How to minimize taxes on 401(k)'s
Learning how to minimize taxes on 401(k) is an important part of retirement planning. If seniors aren’t careful, they can push themselves into higher tax brackets and end up owing Uncle Sam more money than was really necessary.
There’s no way to dodge the tax collector completely. But the amount paid can be managed by keeping a close eye on how much taxable income is withdrawn in a given year. Here are some ideas for how to minimize taxes on 401(k) accounts:
Convert your 401(k) into a ROTH IRA Or ROTH 401(k)
There is an option to rollover 401(k)s into a ROTH account. The reason to consider this is that having funds in a ROTH account allows you to withdraw funds tax-free.
Doing this offers control over how much of the retirement income being pulled out in a given year is considered ‘taxable’. That is to say that if $25,000 was pulled from a 401(k) and $25,000 was pulled from a ROTH account, technically speaking only $25,000 would be considered taxable income in that calendar year.
Considering that you may be drawing income from multiple sources, having funds in a ROTH account will allow you to fund your retirement in a way that optimizes the tax bracket you land in. Want to drop down to a lower tax bracket? Withdraw less from a taxable account and more from a non-taxable account.
This strategy of rolling over accounts makes more sense the earlier you do it. When the rollover takes place, you’ll need to report this on your income taxes. You’ll pay tax on those converted funds in that year’s tax return. This makes less sense to do in your 60’s because you’ll be retiring soon (and paying those taxes soon) anyways. However if you’ve got decades left before you retire, you could take the tax hit now to give yourself more flexibility in retirement.
Avoid early withdrawal penalties
Though not strictly a tax-savings strategy, it will keep more money in your pocket. Typically funds withdrawn before age 59 ½ are immediately hit with a 10% penalty in addition to income tax. The exception for 401(k) accounts is if you leave the job associated with that 401(k) at age 55 or later.
Should you leave the workforce at age 55, the associated 401(k) funds can be withdrawn to help fund an early retirement. There are a few other exceptions - make 100% sure you qualify before you pull the funds.
401(k)’s have a ‘required minimum distribution’ of funds in the account. This begins in the year the account holder turns 70 ½. The loophole is that - if you’re still working - the RMDs don’t apply to the 401(k) with your current employer. Obviously funds that aren’t pulled in a year aren’t taxed in a year.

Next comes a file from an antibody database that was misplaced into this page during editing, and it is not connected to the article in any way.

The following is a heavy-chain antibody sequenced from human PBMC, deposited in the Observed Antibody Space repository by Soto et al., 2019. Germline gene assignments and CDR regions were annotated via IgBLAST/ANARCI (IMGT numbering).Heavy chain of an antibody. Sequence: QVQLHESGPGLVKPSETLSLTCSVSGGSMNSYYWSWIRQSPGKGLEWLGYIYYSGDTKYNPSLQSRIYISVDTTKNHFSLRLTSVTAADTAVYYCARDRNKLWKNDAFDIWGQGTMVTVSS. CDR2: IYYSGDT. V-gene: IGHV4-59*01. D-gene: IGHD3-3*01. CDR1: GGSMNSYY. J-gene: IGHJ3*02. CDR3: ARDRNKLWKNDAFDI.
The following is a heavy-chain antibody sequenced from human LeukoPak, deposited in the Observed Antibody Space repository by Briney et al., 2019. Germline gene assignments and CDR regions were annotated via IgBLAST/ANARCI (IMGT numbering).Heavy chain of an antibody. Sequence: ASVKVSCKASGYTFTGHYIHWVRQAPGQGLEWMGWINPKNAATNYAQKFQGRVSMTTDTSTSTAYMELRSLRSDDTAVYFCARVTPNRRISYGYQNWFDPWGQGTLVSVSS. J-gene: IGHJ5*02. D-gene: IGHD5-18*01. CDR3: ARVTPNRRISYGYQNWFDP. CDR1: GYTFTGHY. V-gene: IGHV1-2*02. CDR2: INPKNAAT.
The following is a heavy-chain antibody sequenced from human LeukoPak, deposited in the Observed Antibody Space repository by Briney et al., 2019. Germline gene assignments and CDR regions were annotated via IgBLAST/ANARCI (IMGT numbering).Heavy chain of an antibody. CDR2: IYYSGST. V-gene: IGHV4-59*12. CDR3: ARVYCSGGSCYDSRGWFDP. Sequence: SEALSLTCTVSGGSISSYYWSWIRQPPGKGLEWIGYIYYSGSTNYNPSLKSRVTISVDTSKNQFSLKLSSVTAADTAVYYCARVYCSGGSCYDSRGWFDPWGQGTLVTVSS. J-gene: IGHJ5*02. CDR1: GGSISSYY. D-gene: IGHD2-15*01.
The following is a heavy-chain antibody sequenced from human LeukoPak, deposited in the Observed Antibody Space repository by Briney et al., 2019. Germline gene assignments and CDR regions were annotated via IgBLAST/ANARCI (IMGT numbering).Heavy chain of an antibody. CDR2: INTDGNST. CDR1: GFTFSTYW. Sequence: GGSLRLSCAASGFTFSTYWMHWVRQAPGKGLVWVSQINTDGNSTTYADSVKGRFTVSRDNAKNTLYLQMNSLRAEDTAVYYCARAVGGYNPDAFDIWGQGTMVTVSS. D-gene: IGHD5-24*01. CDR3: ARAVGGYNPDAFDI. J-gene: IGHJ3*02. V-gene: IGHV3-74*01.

This exemption applies only to those who hold less than a 5% stake in the company. Or put another way, those who own 5% or more of the company can’t take advantage.
Remember, this applies only to 401(k)’s with your current employer. Usually you can rollover a 401(k) from a previous employer into your current account, but it must be done before the year you turn age 70 ½ for this to qualify.
Capital gains taxes
If your taxable income is $96,750 or less, your long term capital gains rate is 0%. This is another example of the benefit of having some flexibility of what income is considered taxable in the year. It requires you to determine what portion of your revenue streams are taxable. The balance (up to the $96,750) can be pulled from your 401(k) account.
To maintain the 0% tax rate on long term capital gains, any additional income must be tax free (pull from a ROTH account). “Long Term” means investments that are held for more than one year.
Tax loss harvesting
Tax Loss Harvesting is a strategy that involves selling under performing securities from your 401(k). The ‘losses’ will offset the tax burden from a 401(k) distribution (if this is done correctly). Talk to your financial advisor.
Donate to charity
For seniors over 70 ½, there is an opportunity to distribute funds directly from an IRA to a registered charity. Up to $100,000 per year. If this individual had intentions to leave money to their Church, they could do so in life and avoid paying income taxes on those funds.
Conclusion: Talk to your financial advisor
Probably goes without saying, but your situation is likely different from that of your neighbour. The you more sophisticate your plans, the more important it becomes to make those plans with the aid of a financial advisor. Not every strategy you hear of will be the best for you. In fact, some will be counter productive. A strong financial advisor can help “clear muddy waters” and make sure you’re making choices that will serve you best in the long term. Speak to your advisor about any strategy for how to minimize taxes on 401(k) plans.